The Stages of Dying and of Losing a Loved One
Usually, a person (or their loved ones) will go through all or some of the following stages of feelings and emotions. The dying person’s stages can often be more predictable than the stages experienced by a loved one who has just suffered a loss. 1.
The dying person being able to drop denial gradually, and being able to use less radical defences, depends on: -
how he/she is told about his/her status;
how much time he/she has to acknowledge what is happening; -
how he/she has been prepared throughout life to cope with stressful situations, particularly those that are out of their own control. 2.
Rage, anger, envy, and resentment may replace denial.
“Why me?” It is a phase that is difficult to deal with because no one has the answers to this question. Anger is usually projected at random to persons, situations, and events, which most often include the loved ones. •
Loved ones may react by feelings of guilt. What did I do to cause my loved one this pain? Why not me instead? Is God punishing us? Did I do enough? 3.
The terminally ill person or their loved ones may entertain thoughts like “if I behave well and do good things from now on maybe I will be cured.” •
Sometimes a mental agreement is made with God to postpone inevitable death, or cancel it, if certain actions are carried out. The patient will sometimes fall into a strict regime trying to “earn” healing or delay death. •
Bargaining can take many forms – eating ‘correctly’, making friends of foes, performing unfinished business, consulting other doctors, taking special kinds of medicines, taking trips, etc. 4.
Reactive Depression = depression as a result of past issues or matters that are deemed to be unresolved in the life of the terminally ill person. •
When there can no longer be denial, and bargaining seems to be of no avail, depression can set in with a terminally ill person or their loved ones. •
Often the caregiver can assist in alleviating reactive depression by helping the terminally ill person deal with guilt and shame feelings. Once these are dealt with, often depression will be lessened. Preparatory depression = depression that is usually related to anticipated or impending loss. Here encouragement and reassurance might not be as helpful as the loved ones just “being there” for this person. •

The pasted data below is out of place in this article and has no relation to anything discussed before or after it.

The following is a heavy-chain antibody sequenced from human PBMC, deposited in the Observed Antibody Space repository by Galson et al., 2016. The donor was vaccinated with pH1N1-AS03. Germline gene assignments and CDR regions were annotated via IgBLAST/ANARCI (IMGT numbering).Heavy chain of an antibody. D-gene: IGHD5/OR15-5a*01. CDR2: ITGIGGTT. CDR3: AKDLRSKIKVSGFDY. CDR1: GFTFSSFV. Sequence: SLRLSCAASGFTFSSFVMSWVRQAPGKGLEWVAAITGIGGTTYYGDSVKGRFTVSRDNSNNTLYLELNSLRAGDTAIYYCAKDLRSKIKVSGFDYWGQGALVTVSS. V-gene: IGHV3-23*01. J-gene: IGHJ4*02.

The ‘preparatory’ depressive state of a terminally ill person prepares for acceptance of death, so it must not be blocked or interfered with. •
If permitted to express sorrow, the terminally ill person will reach acceptance more quickly and easily. •
Only persons who have been able to work through their anguish will finally reach acceptance and peace in the situation of death and dying. Family members and loved ones need to do the same. 5.
Given sufficient time, the dying person will, with help, work through the previous stages, and having mourned his/her loss, can reach quiet acceptance. •
The person who has reached the ‘acceptance’ stage is neither resigned nor hopeless, nor is he unhappy; rather, this is a time devoid of feelings – or almost so, a time of separating himself/herself from the world •
Loved ones need to be unafraid to sit with the dying person. Much reassurance is given thereby. 6.
It is very difficult to leave this life when there is still so much to do and to live for. •
Resignation is acknowledgment of the dying state yet a reluctance to ‘let go’. Resignation does not allow for the most peaceful acceptance of dying. This is also very painful for the remaining loved ones. •
This stage often results in repeated battling with all the stages above mentioned, sometimes by the remaining loved ones for years
Important Note for Caregivers and Loved Ones of Terminally Ill Persons The above stages that a dying person can go through are not necessarily the case with everyone and may not be as...
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